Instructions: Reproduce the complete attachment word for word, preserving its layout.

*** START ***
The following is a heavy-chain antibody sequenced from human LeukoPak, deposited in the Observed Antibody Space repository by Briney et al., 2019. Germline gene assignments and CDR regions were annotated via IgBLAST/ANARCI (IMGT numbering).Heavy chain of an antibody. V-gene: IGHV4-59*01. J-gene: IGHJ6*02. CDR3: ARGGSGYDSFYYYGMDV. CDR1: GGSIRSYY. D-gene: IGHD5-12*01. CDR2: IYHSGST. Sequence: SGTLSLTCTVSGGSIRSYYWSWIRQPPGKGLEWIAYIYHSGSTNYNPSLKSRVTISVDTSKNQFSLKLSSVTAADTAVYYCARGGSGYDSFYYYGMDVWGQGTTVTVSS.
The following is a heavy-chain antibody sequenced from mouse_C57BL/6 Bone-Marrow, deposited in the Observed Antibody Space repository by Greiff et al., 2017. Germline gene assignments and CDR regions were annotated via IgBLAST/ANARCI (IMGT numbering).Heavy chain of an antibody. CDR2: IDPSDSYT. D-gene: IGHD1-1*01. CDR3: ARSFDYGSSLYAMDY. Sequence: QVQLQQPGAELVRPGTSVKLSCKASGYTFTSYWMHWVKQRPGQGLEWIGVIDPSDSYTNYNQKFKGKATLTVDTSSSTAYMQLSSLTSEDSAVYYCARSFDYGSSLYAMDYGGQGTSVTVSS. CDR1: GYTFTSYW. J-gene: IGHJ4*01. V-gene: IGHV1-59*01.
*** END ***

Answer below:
The following is a heavy-chain antibody sequenced from human LeukoPak, deposited in the Observed Antibody Space repository by Briney et al., 2019. Germline gene assignments and CDR regions were annotated via IgBLAST/ANARCI (IMGT numbering).Heavy chain of an antibody. V-gene: IGHV4-59*01. J-gene: IGHJ6*02. CDR3: ARGGSGYDSFYYYGMDV. CDR1: GGSIRSYY. D-gene: IGHD5-12*01. CDR2: IYHSGST. Sequence: SGTLSLTCTVSGGSIRSYYWSWIRQPPGKGLEWIAYIYHSGSTNYNPSLKSRVTISVDTSKNQFSLKLSSVTAADTAVYYCARGGSGYDSFYYYGMDVWGQGTTVTVSS.
The following is a heavy-chain antibody sequenced from mouse_C57BL/6 Bone-Marrow, deposited in the Observed Antibody Space repository by Greiff et al., 2017. Germline gene assignments and CDR regions were annotated via IgBLAST/ANARCI (IMGT numbering).Heavy chain of an antibody. CDR2: IDPSDSYT. D-gene: IGHD1-1*01. CDR3: ARSFDYGSSLYAMDY. Sequence: QVQLQQPGAELVRPGTSVKLSCKASGYTFTSYWMHWVKQRPGQGLEWIGVIDPSDSYTNYNQKFKGKATLTVDTSSSTAYMQLSSLTSEDSAVYYCARSFDYGSSLYAMDYGGQGTSVTVSS. CDR1: GYTFTSYW. J-gene: IGHJ4*01. V-gene: IGHV1-59*01.